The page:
The Missouri men's basketball team is gradually silencing its skeptics.
On a Saturday that featured a series of upsets among teams ranked in the top five, the Tigers emerged from the Ferrell Center in Waco, Texas, with what can only be called a marquee win against No. 3 Baylor.
The victory showed No. 5 Missouri's ability to combat its height disadvantage with speed, good shooting and the post play of Ricardo Ratliffe. The Tigers sprinted around the court making almost 55 percent of their shots against a bigger, zone-oriented defense known for its ability to block shots.
“That’s what’s really tough about them is they can shoot it, and they can get in there," Baylor coach Scott Drew said. "That’s why they’re a top-five team. Besides that K-State loss, nobody’s been able to figure them out.”
Missouri's guards combined for 58 points and opened holes in Baylor's defense that gave Ratliffe an opportunity for a monstrous game down low. Ratliffe scored a career-high 27 points and made 11-of-14 shots from the field.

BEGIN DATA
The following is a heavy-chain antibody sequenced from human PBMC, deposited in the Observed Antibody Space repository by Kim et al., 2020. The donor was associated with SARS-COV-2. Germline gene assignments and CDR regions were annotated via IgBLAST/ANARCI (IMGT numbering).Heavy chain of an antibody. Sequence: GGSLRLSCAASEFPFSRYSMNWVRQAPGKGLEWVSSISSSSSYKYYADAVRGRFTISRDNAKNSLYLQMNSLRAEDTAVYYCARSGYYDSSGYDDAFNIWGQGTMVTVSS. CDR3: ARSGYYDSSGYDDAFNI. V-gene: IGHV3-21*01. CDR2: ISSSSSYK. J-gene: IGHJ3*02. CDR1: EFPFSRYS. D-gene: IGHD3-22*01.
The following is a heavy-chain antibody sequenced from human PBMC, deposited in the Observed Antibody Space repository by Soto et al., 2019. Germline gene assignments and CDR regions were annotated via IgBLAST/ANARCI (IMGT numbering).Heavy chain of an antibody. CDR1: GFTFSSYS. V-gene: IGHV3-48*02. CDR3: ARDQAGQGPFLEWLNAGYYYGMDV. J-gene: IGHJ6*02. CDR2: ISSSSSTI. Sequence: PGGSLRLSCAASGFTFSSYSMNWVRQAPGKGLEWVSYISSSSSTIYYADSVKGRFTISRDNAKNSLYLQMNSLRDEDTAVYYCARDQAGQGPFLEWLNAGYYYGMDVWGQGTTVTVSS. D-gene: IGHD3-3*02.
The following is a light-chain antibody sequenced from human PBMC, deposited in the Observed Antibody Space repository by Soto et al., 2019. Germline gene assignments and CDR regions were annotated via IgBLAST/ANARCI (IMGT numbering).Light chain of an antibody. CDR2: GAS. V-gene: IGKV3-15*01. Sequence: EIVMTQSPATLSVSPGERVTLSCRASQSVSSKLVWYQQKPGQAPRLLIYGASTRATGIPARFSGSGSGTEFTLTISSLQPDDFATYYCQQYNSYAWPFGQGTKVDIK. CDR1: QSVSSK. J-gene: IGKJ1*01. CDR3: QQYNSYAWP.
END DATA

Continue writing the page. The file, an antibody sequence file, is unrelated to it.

“I just commend our guards," Ratliffe said. "Our guards did a great job staying cool and making good plays when we had the opportunity. All of those guys draw so much attention, so defenses forget about me sometimes."
How a team could forget about the 6-foot-8 forward almost defies imagination, since he leads Division I with a 77.2 field goal percentage and is on track to set a new NCAA record if he continues on his current pace.
Missouri also grabbed six more rebounds than Baylor, a pleasant surprise for a Tigers squad that regularly uses only two players taller than 6-6.
"We understand we are vertically challenged; we’re not a tall team," Missouri coach Frank Haith said. "We do have quickness and guys who can run down loose balls. This team has learned to not watch the ball when shots go up. ... We know that if we aren’t in the ballpark from a rebounding standpoint, we are going to struggle.”
Even Missouri's two smallest players contributed. At 5-10, Phil Pressey had five rebounds, and 6-1 Michael Dixon collected four. The Tigers had 10 offensive rebounds in the first half and scored 14 second-chance points in the opening 20 minutes.
Baylor had only 11 free-throw attempts to Missouri's 31. The Tigers converted 22 of those points, many of which came in the final moments to seal the victory.
“The big thing is Missouri seemed to have all the answers, and our game plan was simple: We wanted the 31 free-throw attempts instead of 11," Drew said. "They got them and we didn’t."